College of Fine Arts Showcases Student Talent


Kiffer Creveling

Art exhibits on display at the Winter Farmers Market at the Rio Grande Depot on Saturday, January 30, 2016

By Holly Vasic

The most important question for incoming arts students is, “How am I going to work?” It is no secret art is a difficult industry to be successful in due to inconsistent work, high expectations and low pay. Requiring work experience makes this process more complicated, because how can one get this experience without working? It’s definitely a conundrum. Well, arts students should never fear, the University of Utah’s College of Fine Arts is all about getting students work experience, and they know how to go about doing it.

To start off, all of the professors in the fine arts are working professionals. Their advice is subsequently based off of real-world experiences and not just from textbooks. Secondly, the arts programs focus on practice. The secret to making a spectacular film, nailing the audition or mastering a technique is in repetition. Arts classes are designed not only to teach valuable skills, but also to provide a platform for that practice. Studios are open and available around the clock in theater, dance and music schools within the college. Studio space is never too hard to come by, and the film school has beautiful facilities to work in whenever inspiration hits. In addition, the Marriott Library just put in a new recording studio and film space.

Once you have gained and honed your skills, the College of Fine Arts will also provide you with a platform to showcase them. For example, the theater department does a total of six shows per year, which anyone can audition for. Two of the shows are musicals and four are plays, including at least one contemporary and one Shakespearean play. The theater department has also recently partnered with the Oregon Shakespeare Festival in order to bring directors to the U who are currently casting in the industry. The seniors in the Musical Theatre Program also get to perform a show of their choice. The Actor Training Program seniors do individual projects supported by faculty, which can involve performing one-act plays or even writing and designing their own shows.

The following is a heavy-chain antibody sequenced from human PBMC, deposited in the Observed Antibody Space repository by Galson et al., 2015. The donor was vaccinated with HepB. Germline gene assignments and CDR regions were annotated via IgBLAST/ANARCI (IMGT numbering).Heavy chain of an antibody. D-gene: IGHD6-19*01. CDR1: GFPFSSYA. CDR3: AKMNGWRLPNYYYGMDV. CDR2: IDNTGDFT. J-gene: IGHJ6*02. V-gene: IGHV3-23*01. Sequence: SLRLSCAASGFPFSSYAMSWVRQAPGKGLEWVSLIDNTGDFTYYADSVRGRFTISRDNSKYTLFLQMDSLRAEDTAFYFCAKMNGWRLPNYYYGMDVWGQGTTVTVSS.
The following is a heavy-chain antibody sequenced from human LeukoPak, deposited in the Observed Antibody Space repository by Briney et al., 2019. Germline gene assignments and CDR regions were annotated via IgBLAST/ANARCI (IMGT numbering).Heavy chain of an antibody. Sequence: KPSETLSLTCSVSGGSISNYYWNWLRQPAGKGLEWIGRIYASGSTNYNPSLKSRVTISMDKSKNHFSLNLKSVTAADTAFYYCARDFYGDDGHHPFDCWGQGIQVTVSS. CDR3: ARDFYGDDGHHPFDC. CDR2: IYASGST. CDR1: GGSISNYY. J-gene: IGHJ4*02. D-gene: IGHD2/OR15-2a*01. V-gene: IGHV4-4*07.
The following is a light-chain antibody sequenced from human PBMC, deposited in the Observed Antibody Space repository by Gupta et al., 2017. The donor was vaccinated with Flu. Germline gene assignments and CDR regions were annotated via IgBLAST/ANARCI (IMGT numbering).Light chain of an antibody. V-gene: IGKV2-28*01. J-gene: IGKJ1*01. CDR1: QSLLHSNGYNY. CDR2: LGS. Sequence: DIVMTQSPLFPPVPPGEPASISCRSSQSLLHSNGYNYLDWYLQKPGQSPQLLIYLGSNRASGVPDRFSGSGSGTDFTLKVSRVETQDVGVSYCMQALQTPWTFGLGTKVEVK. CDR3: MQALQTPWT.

The U’s School of Dance also provides many opportunities to showcase student talent. The ballet program has its very own company, Utah Ballet. It is the highest technique level for students, and dancers must audition in order to receive a part. The ballet program performs a show or showcase in the fall, and it hosts a gala in the spring, which includes excerpts from famous story ballets, such as last spring’s gala which featured “Swan Lake.”

Modern dancers can gain professional-level experience through the Modern Performing Dance Company. The company performs two seasons at the U, and it also performs locally every year. The company also frequently goes to the Kennedy Center in Washington D.C. as a part of the Northwestern Region of American College Dance Festival.

The School of Music has six ensembles open to all students consisting of bands, choirs, orchestras, jazz, opera and small ensembles. Within those ensembles are more groupings. For example, there are three choirs: U Chamber Choir, A Capella Choir and Women’s Chorus. Additionally,there is the contemporary a capella choir, Infrared, which is a competitive singing group associated with the School of Music.

These six ensembles perform all over the U, and combined with the student juries and mini concerts, they perform music almost weekly. The most well-known of these is the marching band, which plays at every home football game.

The Department of Art and Art History is always displaying work all over its building. The department frequently puts together small gallery shows, and it is constantly building student portfolios. The Marriott Library often features work, particularly book arts, at the book arts studio in the library.

The Department of Film & Media Arts is likewise always encouraging portfolio growth and enabling students to work on projects that interest them. This coming year, the film and performance programs are hoping to build a stronger network in order for film students to work with students in areas of dance, acting and music.

There is no need to worry about work experience for arts students at the U. Opportunity is everywhere, you need take advantage of it.

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